COVERED: Lou Reed vs. Die Krupps

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It was considered to be one of the weirdest albums to ever be released by a major label, and 38 years later, you might say it still is. Lou Reed’s 1975 un-classic Metal Machine Music is described on Wikipedia as being “a joke, a grudging fulfillment of a contractual obligation, or an early example of noise music.” It hadn’t been three years since he released “Walk On The Walk Side” and while rockist would’ve preferred to keep doing the same ol’ Velvet Underground stuff, Reed didn’t want to do that at all. It may have been nothing but noise, but that album has lead to a following that is unique to the album. People will listen to it maybe as a joke, but fans of noise and experimental sounds will take it on as a noise masterpiece. It was the highlight of the 8-track tape documentary film So Wrong, They’re Right, where a fan talked about how he had the 8-track tape for the album and would play it a lot, leading to confusing expressions from friends.

Die Krupps are a German band who seemed to have been around forever, or at least making music and touring for the last 33 years may feel like forever to some, but they have kept a core following that have remained loyal for decades. For their latest release (due out on November 25th), they also bring in Wolfgang Flür of Kraftwerk and the French band Métal Urbain for some collaboration. The Machinists Of Joy is said to be more punk than industrial or metal, but the album cover is definitely an ode to Reed’s album, right down to the RCA identification sticker that was on the upper left hand corner. The power of the un-classic lives on.

SOME STUFFS: Sundazed releases new Velvet Underground 7″ 45 box set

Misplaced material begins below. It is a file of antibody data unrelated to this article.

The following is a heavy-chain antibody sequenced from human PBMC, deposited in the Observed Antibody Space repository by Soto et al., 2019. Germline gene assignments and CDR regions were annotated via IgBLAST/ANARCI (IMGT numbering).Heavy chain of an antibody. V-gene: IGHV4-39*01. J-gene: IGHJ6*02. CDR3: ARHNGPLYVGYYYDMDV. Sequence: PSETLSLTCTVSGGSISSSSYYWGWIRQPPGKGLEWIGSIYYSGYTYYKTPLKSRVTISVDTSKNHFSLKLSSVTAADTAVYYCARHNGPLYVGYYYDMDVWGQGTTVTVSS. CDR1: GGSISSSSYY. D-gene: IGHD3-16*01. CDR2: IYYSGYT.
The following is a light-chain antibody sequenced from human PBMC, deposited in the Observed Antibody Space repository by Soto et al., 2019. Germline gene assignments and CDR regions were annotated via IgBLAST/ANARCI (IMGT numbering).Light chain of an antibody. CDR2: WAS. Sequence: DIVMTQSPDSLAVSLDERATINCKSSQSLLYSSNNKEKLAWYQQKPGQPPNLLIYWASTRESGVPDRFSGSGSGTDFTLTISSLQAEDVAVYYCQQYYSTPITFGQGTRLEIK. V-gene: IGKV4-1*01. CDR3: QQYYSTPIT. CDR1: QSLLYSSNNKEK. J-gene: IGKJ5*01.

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Singles 1966-1969 is a forthcoming Velvet Underground box set featuring seven 7″ 45’s, packaged in reproductions of the inner sleeves, and includes liner notes, rare photos, and more.

Velvet Underground were considered band who may have not sold over 5000 copies of anything initially, but managed to influence 5000+ bands to create their own sonic legacies. It may be also hard to imagine that the VU were pushed as a hit-making group by releasing singles, usually reserved for artists who could produce hits. But 45’s were a means of promotion just like any other, so while most of those 5000+ bands bought VU in LP form, others discovered them in the 45rpm format, and this is a nice tribute to that, and of course it will become a nice collectible to boot.

Four of the records inside were released as singles, two were scheduled but canceled, and there is also a radio spot 45 too. Radio spots are small commercial ads that radio stations were to play inbetween other records. Some of these radio spots are of value to collector’s of the artists being promoted, and again it’s safe to say these radio spots didn’t help one bit, otherwise we would be celebrating VU on a much grander scale. Nonetheless, this seven 7″ 45 box set is a celebration of a certain scale, and it will look good to see VU spinning @ 45rpm.